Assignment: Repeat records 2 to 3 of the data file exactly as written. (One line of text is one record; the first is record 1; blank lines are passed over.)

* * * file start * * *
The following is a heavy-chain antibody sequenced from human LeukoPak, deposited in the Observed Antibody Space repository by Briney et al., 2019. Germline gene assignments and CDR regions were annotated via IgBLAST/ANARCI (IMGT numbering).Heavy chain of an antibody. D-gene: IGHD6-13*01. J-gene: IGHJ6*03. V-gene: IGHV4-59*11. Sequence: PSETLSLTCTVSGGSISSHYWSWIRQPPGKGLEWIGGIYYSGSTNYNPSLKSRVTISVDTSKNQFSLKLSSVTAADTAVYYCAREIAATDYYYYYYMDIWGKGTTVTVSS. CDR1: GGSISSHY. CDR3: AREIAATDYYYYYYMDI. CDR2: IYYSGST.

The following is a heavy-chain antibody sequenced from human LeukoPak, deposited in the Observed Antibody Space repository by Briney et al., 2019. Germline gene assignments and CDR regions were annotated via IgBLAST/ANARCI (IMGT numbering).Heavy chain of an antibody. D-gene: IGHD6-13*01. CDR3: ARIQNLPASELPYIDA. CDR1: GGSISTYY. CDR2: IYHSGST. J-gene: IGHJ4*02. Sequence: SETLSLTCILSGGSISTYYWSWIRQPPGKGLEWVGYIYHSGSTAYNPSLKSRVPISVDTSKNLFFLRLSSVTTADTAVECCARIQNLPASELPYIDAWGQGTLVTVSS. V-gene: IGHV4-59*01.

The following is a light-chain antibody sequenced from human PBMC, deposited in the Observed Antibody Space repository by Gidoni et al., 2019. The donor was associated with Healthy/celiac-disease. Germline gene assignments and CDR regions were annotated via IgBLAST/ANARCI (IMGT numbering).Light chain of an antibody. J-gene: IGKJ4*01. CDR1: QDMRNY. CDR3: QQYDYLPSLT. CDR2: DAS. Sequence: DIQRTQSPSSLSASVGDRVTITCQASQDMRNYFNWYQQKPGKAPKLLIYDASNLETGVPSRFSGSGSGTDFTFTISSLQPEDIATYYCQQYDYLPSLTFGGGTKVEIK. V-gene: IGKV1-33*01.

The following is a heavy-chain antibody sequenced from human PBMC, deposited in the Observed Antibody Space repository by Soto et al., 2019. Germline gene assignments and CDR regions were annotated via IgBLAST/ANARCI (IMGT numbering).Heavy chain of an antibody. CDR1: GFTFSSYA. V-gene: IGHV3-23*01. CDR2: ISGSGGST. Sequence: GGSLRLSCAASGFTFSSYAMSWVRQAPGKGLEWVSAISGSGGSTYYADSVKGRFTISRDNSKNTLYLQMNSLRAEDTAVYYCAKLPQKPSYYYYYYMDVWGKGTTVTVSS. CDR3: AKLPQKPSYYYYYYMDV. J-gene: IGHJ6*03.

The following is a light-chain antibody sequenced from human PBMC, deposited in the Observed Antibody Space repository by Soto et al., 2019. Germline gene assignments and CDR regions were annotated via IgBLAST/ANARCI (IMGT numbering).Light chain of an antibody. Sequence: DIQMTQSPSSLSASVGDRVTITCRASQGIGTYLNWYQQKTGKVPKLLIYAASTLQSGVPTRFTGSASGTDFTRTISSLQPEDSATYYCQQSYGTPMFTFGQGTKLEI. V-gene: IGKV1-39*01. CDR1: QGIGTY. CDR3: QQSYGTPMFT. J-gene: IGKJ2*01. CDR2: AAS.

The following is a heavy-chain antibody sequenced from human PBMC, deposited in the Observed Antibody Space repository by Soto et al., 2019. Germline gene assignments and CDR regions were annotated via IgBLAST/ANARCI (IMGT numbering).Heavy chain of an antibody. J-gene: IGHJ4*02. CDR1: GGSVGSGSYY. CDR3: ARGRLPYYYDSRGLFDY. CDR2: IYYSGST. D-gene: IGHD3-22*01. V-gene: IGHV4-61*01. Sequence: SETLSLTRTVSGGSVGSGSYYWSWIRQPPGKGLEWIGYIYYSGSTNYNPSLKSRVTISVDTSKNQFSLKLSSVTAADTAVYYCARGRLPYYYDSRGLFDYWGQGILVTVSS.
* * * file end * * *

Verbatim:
The following is a heavy-chain antibody sequenced from human LeukoPak, deposited in the Observed Antibody Space repository by Briney et al., 2019. Germline gene assignments and CDR regions were annotated via IgBLAST/ANARCI (IMGT numbering).Heavy chain of an antibody. D-gene: IGHD6-13*01. CDR3: ARIQNLPASELPYIDA. CDR1: GGSISTYY. CDR2: IYHSGST. J-gene: IGHJ4*02. Sequence: SETLSLTCILSGGSISTYYWSWIRQPPGKGLEWVGYIYHSGSTAYNPSLKSRVPISVDTSKNLFFLRLSSVTTADTAVECCARIQNLPASELPYIDAWGQGTLVTVSS. V-gene: IGHV4-59*01.

The following is a light-chain antibody sequenced from human PBMC, deposited in the Observed Antibody Space repository by Gidoni et al., 2019. The donor was associated with Healthy/celiac-disease. Germline gene assignments and CDR regions were annotated via IgBLAST/ANARCI (IMGT numbering).Light chain of an antibody. J-gene: IGKJ4*01. CDR1: QDMRNY. CDR3: QQYDYLPSLT. CDR2: DAS. Sequence: DIQRTQSPSSLSASVGDRVTITCQASQDMRNYFNWYQQKPGKAPKLLIYDASNLETGVPSRFSGSGSGTDFTFTISSLQPEDIATYYCQQYDYLPSLTFGGGTKVEIK. V-gene: IGKV1-33*01.